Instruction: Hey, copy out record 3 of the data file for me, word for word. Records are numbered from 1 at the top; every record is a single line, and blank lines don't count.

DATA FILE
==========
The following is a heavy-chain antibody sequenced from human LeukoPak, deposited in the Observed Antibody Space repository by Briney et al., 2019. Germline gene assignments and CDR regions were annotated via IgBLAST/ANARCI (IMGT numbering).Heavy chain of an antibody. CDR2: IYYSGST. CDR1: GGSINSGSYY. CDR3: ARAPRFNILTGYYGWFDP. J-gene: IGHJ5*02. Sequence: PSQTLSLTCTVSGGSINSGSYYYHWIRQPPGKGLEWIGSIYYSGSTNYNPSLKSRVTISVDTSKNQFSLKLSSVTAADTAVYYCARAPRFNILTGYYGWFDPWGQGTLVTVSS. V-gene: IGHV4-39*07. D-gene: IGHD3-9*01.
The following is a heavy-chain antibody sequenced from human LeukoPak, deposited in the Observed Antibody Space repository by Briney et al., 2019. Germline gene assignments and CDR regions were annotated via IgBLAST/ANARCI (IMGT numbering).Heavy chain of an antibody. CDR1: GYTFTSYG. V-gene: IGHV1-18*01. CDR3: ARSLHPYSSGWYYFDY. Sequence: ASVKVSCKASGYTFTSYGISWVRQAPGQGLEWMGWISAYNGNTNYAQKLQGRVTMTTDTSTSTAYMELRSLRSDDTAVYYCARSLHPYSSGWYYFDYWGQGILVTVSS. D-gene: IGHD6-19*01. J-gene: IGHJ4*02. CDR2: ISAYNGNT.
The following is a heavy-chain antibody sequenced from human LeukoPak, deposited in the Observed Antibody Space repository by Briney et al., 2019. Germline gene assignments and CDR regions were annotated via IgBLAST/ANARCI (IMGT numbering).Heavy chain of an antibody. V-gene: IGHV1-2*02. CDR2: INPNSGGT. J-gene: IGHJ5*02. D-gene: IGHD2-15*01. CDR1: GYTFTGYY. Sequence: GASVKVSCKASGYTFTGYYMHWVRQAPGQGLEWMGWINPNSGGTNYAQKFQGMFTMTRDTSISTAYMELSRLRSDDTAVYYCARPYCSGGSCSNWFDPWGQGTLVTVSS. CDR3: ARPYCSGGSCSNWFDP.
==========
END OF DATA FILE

The following is a heavy-chain antibody sequenced from human LeukoPak, deposited in the Observed Antibody Space repository by Briney et al., 2019. Germline gene assignments and CDR regions were annotated via IgBLAST/ANARCI (IMGT numbering).Heavy chain of an antibody. V-gene: IGHV1-2*02. CDR2: INPNSGGT. J-gene: IGHJ5*02. D-gene: IGHD2-15*01. CDR1: GYTFTGYY. Sequence: GASVKVSCKASGYTFTGYYMHWVRQAPGQGLEWMGWINPNSGGTNYAQKFQGMFTMTRDTSISTAYMELSRLRSDDTAVYYCARPYCSGGSCSNWFDPWGQGTLVTVSS. CDR3: ARPYCSGGSCSNWFDP.